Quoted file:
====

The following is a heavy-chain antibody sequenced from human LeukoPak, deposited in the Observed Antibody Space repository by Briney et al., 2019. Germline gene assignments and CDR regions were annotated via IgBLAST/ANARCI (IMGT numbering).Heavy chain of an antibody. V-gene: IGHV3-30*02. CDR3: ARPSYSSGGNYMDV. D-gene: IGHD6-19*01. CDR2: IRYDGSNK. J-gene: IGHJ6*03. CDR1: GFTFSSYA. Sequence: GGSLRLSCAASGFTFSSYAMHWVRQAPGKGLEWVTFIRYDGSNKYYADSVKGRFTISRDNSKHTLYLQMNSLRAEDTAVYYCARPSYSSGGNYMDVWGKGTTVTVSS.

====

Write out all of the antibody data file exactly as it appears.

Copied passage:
The following is a heavy-chain antibody sequenced from human LeukoPak, deposited in the Observed Antibody Space repository by Briney et al., 2019. Germline gene assignments and CDR regions were annotated via IgBLAST/ANARCI (IMGT numbering).Heavy chain of an antibody. V-gene: IGHV3-30*02. CDR3: ARPSYSSGGNYMDV. D-gene: IGHD6-19*01. CDR2: IRYDGSNK. J-gene: IGHJ6*03. CDR1: GFTFSSYA. Sequence: GGSLRLSCAASGFTFSSYAMHWVRQAPGKGLEWVTFIRYDGSNKYYADSVKGRFTISRDNSKHTLYLQMNSLRAEDTAVYYCARPSYSSGGNYMDVWGKGTTVTVSS.